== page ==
beauties of the fane. The stone used is trachyte, hewn and chiselled in a superior manner. Little or no cement appears to have been employed in building, and yet in many parts the stones seem quite wedged in, or dove-tailed, as carpenters term similar work in wood. Moss and ferns cling to the walls on all sides, with here and there a large shrub rooted in the recess of the windows, or over the doorways.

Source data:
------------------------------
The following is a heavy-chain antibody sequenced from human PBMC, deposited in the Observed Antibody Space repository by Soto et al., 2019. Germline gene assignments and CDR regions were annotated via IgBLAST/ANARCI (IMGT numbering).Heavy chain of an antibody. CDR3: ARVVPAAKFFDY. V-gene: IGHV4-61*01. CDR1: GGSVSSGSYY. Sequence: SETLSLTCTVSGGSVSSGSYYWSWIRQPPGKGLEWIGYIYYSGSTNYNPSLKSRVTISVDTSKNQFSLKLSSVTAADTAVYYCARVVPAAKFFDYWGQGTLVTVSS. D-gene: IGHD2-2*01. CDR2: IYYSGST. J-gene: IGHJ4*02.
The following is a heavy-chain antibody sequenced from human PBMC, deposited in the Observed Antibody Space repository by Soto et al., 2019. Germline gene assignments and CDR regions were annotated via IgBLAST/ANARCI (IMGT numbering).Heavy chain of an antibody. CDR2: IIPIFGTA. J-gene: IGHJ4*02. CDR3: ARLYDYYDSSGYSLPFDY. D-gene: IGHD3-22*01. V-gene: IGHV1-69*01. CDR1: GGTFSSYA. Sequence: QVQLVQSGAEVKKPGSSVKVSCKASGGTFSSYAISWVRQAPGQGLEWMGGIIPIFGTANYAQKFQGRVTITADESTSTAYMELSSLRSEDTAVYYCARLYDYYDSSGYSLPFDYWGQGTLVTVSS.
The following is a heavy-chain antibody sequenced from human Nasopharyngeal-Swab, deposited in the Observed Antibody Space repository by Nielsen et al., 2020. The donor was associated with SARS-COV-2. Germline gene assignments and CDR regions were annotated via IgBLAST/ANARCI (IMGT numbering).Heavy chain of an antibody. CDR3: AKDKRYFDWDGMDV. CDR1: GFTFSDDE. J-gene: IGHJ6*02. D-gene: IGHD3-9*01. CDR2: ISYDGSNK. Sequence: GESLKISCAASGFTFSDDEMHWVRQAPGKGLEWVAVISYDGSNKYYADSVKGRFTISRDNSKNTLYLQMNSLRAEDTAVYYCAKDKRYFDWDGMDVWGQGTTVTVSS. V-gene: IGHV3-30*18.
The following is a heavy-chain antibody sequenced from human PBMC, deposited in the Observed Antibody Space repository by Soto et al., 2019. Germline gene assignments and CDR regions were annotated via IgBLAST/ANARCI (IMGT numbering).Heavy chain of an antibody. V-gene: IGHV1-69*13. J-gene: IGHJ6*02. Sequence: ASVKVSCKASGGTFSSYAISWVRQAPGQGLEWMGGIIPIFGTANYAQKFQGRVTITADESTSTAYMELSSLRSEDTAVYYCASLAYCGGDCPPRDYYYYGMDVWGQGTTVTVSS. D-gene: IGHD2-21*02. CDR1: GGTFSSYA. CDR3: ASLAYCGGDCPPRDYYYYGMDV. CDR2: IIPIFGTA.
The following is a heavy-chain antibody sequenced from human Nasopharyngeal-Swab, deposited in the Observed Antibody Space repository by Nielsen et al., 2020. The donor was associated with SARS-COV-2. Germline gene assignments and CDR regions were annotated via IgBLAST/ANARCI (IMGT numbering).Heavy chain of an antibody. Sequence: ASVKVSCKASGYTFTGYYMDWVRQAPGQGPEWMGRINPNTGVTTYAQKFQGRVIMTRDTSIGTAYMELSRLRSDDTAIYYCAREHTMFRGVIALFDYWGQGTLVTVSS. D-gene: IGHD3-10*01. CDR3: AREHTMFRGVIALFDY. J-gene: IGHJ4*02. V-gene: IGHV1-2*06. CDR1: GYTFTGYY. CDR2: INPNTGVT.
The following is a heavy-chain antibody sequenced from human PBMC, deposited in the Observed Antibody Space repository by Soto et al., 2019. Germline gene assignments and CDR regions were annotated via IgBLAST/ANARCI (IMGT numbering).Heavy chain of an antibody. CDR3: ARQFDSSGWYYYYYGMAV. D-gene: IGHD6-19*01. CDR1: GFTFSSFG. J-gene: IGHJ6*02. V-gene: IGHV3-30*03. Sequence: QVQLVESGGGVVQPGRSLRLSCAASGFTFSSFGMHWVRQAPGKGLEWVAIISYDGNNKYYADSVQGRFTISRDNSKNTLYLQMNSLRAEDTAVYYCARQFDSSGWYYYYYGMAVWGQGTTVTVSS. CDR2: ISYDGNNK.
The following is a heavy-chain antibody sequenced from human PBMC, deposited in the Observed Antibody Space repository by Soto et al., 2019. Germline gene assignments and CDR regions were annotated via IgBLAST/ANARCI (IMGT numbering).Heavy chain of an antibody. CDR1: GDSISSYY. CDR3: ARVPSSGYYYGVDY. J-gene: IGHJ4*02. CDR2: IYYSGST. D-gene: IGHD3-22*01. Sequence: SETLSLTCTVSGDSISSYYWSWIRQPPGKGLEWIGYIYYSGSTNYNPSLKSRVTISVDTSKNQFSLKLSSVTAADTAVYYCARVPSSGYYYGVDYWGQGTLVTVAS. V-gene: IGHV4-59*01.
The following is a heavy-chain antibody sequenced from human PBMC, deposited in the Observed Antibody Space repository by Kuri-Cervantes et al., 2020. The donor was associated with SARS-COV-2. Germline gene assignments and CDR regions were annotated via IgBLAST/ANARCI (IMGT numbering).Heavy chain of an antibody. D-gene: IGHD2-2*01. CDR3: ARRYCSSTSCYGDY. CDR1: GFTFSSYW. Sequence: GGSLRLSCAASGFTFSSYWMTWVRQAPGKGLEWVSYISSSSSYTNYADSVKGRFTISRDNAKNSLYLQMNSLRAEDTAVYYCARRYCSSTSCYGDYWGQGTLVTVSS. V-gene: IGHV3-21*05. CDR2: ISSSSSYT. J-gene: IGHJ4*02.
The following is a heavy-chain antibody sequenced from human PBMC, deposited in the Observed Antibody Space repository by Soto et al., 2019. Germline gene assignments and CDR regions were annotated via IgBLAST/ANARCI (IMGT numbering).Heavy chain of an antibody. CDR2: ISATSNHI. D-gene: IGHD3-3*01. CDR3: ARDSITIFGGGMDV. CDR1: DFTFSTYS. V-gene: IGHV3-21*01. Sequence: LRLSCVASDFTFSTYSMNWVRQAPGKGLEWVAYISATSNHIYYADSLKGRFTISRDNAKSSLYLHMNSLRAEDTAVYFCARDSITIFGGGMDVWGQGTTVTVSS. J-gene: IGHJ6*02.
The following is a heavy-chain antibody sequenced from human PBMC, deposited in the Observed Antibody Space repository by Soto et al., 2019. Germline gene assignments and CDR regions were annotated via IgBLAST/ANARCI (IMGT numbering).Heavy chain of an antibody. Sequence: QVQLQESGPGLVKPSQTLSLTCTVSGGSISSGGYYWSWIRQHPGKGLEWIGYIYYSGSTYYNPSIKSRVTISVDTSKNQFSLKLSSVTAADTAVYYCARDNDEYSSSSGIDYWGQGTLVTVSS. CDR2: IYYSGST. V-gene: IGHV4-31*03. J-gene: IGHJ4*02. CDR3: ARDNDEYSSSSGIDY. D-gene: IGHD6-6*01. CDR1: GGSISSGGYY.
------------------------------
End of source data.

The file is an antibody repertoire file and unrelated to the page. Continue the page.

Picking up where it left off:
The principal entrance is arched over, having two niches on each side, in which are two large figures. These being altogether of disproportionate size compared with the magnitude of the building as a whole, must, I imagine, have been found elsewhere, and recently put in their present position. Above this entrance, on the outside, stares a huge face, with large round eyes, a wide mouth, regular rows of enormous teeth shaped like leaves, and numerous ornaments bedizening the head. The stone in which it is cut is freer